Zenith sets the week ablaze with their new Defy Skyline – a non-chronograph El Primero with a flying seconds hand. We got our hands on this novelty for an extended hands-on session with photography. Here is our comprehensive review.
Comprehensive Review: Zenith Defy Skyline
The new Defy Skyline is available with three dial options, and retails for SGD 12,400 / CHF 8,700. Prices are inclusive of Singapore GST/Swiss VAT.
- Reference: 03.9300.3620/01.I001: white dial, with SS bracelet and green rubber strap
- Reference: 03.9300.3620/51.I001: blue dial, with SS bracelet and blue rubber strap
- Reference: 03.9300.3620/21.I001: black dial, with SS bracelet and black rubber strap
The Defy collection is often seen as recent innovation, revived by the marketing genius of Jean-Claude Biver. But the Defy collection can trace its origins back to 1969 where it was first used to convey the audacious spirit of Zenith. And then, even further back to 1902, where the original Defi (note different spelling) line of rugged and precision pocket watches were made by Zenith.
The new Defy Skyline series is based on a geometrically structured dial with a pattern of four pointed stars – in an inspired reimagining of the Zenith “double Z” logo of the 1960s. This motif is drawn from the impression of the night stars over manufacture in Le Locle. It began when Georges-Favre Jacot had dreamt of creating the most precise watch of the time, and chose as a brand name the highest point in the sky directly above the observer – known astronomically as the zenith. And continues with this novelty.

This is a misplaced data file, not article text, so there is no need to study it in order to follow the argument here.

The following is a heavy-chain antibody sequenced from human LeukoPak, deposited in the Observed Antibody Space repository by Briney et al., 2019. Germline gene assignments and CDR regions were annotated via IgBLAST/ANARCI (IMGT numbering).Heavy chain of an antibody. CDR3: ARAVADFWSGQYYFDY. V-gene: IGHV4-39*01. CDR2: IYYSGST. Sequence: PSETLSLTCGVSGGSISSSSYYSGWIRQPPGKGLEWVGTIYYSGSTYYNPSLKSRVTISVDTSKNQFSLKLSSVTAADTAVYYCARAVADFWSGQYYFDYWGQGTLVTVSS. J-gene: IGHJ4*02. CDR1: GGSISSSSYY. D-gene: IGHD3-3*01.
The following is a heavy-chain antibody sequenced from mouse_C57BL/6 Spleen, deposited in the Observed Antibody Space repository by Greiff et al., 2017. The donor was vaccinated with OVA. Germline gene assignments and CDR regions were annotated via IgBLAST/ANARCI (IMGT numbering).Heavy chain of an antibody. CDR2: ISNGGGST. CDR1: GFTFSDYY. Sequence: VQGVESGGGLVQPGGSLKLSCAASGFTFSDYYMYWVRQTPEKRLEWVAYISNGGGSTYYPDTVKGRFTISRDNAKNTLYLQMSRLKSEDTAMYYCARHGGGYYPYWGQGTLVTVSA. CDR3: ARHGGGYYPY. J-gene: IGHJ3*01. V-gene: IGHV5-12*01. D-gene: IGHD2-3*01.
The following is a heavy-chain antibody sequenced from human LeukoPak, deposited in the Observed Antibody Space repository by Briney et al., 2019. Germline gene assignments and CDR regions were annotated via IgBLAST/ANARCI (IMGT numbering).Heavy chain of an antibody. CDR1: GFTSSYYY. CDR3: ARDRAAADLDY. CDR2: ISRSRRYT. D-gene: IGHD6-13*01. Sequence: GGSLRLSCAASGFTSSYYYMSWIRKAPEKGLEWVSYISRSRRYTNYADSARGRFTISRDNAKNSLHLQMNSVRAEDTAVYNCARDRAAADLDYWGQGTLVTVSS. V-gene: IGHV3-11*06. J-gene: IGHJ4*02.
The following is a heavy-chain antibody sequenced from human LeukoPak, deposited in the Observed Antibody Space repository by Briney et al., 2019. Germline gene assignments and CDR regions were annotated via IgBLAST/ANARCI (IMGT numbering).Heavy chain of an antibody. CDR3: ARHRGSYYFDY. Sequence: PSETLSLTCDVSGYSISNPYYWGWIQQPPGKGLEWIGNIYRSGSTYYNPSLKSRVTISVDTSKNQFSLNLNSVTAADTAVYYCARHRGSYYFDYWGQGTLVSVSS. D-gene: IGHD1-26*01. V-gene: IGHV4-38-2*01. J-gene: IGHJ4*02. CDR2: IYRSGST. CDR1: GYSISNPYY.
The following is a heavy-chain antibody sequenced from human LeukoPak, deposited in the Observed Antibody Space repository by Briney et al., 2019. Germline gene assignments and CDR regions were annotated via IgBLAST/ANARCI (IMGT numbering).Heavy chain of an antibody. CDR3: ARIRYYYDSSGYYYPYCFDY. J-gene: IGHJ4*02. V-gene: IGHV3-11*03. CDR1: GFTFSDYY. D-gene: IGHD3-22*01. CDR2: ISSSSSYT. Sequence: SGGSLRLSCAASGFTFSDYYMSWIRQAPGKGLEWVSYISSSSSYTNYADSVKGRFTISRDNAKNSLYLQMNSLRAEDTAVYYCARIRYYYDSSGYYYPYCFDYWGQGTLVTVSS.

The case, dial and hands
The immediate look, at first glance is one which is reminiscent of a number of luxury steel watches, personified by the likes of the Audemars Piguet Royal Oak Jumbo. This is not necessarily a bad thing – to have a highly recognizable and successful silhouette. But it is merely an optical illusion. Perhaps a suggestion of the more famous RO imposing itself on one’s psyche. The Defy Skyline’s bezel is not even octagonal, but is 12 sided. The bezel is clean and decorated with straight graining, and without the signature screws which pierce the bezel of the RO. And the polished slopes take on the round shape of the top surface instead of being 8 sided. The design elements of the Defy Skyline has indeed not even taken inspiration from Gerald Genta’s 1972 design, but rather from its own historical roots. The design is based on the original Defy, released in 1969, more than 3 years before the AP. The 1969 Defy has a 14 sided bezel and uses the same angular design language. Incidentally the 1969 Defy is faithfully reproduced and re-issued in another Defy released today – the Defy A3642, but that is another review for another day.
The bezel has a dodecagonal base, echoing the hour markers, and has polished slopes leading to the top plateau. This sloped shoulder is round, and top is finished with straight graining, providing contrast and depth to the design. The case itself is an angular shape, with flat alternate surfaces which are brushed finished with chamfers which are polished. The design is largely lug-less, with mounting points for the bracelet and (the included) interchangeable rubber strap located in the rear of the watch head. The screw-down crown is rather large, and is emblazoned with the star emblem and ribbed sides. Water resistance of the case is 10 ATM.